Scientists have flatly contradicted the White House claims, while a number of independent economic studies have already established that the financial burden of the disaster will far exceed $20 billion. The consequences to human health related to the dumping of hundreds of millions of gallons of highly carcinogenic oil as well vast amounts of chemical dispersant into the Gulf are unknown, but the effects will linger for decades among cleanup workers and very likely tens of thousands more.
The role of defending BP and other industry interests was entrusted to Feinberg based on his long record of defending the government and corporate criminals by keeping victims’ lawsuits out of the court system.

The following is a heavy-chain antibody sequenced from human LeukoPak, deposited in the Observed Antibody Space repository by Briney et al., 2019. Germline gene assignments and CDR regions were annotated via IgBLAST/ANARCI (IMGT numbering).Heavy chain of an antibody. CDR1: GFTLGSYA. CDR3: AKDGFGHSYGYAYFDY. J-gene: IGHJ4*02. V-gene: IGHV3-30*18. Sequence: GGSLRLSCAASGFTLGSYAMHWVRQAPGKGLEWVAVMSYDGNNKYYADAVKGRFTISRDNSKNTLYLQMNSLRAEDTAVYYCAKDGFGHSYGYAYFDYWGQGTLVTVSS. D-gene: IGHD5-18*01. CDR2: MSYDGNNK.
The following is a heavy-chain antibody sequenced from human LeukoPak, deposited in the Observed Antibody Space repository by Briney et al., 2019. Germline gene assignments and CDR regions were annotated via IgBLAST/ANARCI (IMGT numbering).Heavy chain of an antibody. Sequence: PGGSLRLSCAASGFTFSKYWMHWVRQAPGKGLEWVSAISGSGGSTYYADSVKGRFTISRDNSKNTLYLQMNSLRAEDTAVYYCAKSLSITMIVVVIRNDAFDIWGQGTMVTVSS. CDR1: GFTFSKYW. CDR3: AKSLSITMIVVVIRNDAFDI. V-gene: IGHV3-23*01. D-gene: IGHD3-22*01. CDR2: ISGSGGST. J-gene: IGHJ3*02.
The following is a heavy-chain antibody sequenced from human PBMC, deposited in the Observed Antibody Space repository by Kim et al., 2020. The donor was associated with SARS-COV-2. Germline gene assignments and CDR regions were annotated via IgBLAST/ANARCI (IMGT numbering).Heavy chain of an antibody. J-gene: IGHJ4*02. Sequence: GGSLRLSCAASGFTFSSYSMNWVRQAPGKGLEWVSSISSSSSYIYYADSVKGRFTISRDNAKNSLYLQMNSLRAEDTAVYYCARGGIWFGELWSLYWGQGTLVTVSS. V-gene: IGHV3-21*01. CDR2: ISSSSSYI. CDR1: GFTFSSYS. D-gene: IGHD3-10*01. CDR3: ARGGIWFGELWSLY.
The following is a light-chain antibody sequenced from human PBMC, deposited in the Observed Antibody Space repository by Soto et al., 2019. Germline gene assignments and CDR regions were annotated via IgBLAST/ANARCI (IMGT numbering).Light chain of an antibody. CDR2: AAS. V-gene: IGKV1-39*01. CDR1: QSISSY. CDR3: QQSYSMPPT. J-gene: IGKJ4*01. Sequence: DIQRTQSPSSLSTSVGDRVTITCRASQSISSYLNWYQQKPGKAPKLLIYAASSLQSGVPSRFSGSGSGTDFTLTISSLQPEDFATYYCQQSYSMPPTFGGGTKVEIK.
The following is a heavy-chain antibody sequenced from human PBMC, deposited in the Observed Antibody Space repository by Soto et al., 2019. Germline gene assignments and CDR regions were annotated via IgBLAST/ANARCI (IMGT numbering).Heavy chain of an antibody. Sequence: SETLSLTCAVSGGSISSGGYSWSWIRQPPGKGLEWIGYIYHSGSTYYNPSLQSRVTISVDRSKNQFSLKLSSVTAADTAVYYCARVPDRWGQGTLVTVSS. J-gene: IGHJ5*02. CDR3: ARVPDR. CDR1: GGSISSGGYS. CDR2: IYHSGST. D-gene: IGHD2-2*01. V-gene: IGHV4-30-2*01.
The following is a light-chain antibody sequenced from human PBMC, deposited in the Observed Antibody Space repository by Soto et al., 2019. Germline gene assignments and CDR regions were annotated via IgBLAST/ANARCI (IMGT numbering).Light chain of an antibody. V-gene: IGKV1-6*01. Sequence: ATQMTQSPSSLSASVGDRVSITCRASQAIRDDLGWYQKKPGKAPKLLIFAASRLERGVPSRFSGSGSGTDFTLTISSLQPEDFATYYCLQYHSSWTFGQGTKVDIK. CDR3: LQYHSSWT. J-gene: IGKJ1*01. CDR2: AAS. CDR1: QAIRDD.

Feinberg negotiated the settlement for victims of the 9/11 terrorist attacks with the express intent of blocking civil lawsuits that might reveal information related to the government’s role in the attacks. He settled lawsuits in similar fashion related to hundreds of thousands of victims of the chemical defoliant Agent Orange in the Vietnam war, asbestos poisoning of factory workers, and the Dalkon Shield birth control device that injured tens of thousands of women and killed 20.
His last role before taking over the BP claims facility was as the Obama administration “pay czar.” In this capacity he authorized seven-figure salaries to the very Wall Street executives whose reckless speculation triggered the financial collapse of 2008.